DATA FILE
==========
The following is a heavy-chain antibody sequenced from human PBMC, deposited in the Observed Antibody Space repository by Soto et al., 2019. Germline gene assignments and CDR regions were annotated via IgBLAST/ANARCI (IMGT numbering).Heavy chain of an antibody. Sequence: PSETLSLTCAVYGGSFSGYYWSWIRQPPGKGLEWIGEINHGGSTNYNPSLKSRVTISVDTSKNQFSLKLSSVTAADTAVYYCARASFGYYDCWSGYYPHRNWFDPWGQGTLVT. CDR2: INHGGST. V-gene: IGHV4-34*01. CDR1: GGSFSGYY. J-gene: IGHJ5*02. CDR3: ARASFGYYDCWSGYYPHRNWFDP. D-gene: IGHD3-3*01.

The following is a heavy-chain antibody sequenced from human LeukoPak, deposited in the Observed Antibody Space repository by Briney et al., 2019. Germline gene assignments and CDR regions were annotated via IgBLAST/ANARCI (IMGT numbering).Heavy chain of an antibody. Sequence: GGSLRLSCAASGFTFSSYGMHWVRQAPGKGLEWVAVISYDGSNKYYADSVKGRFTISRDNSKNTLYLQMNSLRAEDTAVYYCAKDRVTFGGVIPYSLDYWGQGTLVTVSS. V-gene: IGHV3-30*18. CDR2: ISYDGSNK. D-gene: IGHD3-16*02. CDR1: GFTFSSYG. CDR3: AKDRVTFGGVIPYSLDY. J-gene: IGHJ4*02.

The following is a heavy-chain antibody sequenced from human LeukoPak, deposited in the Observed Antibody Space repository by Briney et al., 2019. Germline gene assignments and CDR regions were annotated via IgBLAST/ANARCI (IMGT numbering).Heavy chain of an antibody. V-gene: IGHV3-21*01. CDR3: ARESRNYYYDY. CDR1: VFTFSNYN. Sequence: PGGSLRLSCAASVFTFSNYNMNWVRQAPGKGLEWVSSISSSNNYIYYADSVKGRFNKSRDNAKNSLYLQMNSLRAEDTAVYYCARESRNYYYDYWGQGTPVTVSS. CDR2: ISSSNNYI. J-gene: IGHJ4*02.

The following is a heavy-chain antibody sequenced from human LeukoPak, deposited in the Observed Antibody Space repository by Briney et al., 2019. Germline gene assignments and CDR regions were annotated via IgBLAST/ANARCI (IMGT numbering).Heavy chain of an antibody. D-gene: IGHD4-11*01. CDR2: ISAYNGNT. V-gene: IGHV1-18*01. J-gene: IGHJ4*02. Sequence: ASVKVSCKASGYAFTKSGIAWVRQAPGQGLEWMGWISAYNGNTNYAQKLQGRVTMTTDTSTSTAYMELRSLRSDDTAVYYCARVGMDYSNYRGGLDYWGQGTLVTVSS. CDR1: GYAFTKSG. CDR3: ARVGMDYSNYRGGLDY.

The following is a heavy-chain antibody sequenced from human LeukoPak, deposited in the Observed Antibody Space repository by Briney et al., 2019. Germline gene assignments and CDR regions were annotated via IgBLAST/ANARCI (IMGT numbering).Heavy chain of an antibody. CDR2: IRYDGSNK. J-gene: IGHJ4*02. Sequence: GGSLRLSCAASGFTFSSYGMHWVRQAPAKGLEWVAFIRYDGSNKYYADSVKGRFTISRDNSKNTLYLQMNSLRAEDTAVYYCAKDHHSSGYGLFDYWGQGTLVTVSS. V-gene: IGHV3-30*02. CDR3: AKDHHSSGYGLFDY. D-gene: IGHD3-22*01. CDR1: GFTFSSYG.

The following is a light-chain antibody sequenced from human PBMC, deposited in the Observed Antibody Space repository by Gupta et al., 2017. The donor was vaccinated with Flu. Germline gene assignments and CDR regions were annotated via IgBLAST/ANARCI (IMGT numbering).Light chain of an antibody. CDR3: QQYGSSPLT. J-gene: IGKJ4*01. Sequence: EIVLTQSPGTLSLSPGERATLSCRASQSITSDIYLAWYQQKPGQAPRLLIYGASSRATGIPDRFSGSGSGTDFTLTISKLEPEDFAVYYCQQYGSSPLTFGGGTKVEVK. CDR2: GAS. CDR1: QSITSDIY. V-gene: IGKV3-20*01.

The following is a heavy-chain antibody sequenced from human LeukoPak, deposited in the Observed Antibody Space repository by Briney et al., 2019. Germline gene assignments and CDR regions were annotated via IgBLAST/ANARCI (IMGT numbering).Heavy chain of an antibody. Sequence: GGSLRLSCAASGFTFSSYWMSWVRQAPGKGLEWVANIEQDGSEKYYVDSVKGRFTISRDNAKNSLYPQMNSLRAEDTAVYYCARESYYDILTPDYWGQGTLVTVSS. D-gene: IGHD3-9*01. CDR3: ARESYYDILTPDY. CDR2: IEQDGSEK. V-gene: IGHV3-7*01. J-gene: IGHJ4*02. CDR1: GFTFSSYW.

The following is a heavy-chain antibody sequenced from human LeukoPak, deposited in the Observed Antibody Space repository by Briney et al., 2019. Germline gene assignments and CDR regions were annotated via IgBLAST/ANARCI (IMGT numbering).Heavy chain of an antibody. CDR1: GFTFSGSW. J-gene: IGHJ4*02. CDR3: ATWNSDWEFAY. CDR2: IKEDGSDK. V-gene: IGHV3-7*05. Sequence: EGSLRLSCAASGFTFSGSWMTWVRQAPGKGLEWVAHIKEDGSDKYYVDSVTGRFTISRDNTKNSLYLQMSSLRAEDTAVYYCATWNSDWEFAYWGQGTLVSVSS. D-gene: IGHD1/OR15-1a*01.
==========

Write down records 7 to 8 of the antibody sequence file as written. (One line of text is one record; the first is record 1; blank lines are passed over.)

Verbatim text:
The following is a heavy-chain antibody sequenced from human LeukoPak, deposited in the Observed Antibody Space repository by Briney et al., 2019. Germline gene assignments and CDR regions were annotated via IgBLAST/ANARCI (IMGT numbering).Heavy chain of an antibody. Sequence: GGSLRLSCAASGFTFSSYWMSWVRQAPGKGLEWVANIEQDGSEKYYVDSVKGRFTISRDNAKNSLYPQMNSLRAEDTAVYYCARESYYDILTPDYWGQGTLVTVSS. D-gene: IGHD3-9*01. CDR3: ARESYYDILTPDY. CDR2: IEQDGSEK. V-gene: IGHV3-7*01. J-gene: IGHJ4*02. CDR1: GFTFSSYW.

The following is a heavy-chain antibody sequenced from human LeukoPak, deposited in the Observed Antibody Space repository by Briney et al., 2019. Germline gene assignments and CDR regions were annotated via IgBLAST/ANARCI (IMGT numbering).Heavy chain of an antibody. CDR1: GFTFSGSW. J-gene: IGHJ4*02. CDR3: ATWNSDWEFAY. CDR2: IKEDGSDK. V-gene: IGHV3-7*05. Sequence: EGSLRLSCAASGFTFSGSWMTWVRQAPGKGLEWVAHIKEDGSDKYYVDSVTGRFTISRDNTKNSLYLQMSSLRAEDTAVYYCATWNSDWEFAYWGQGTLVSVSS. D-gene: IGHD1/OR15-1a*01.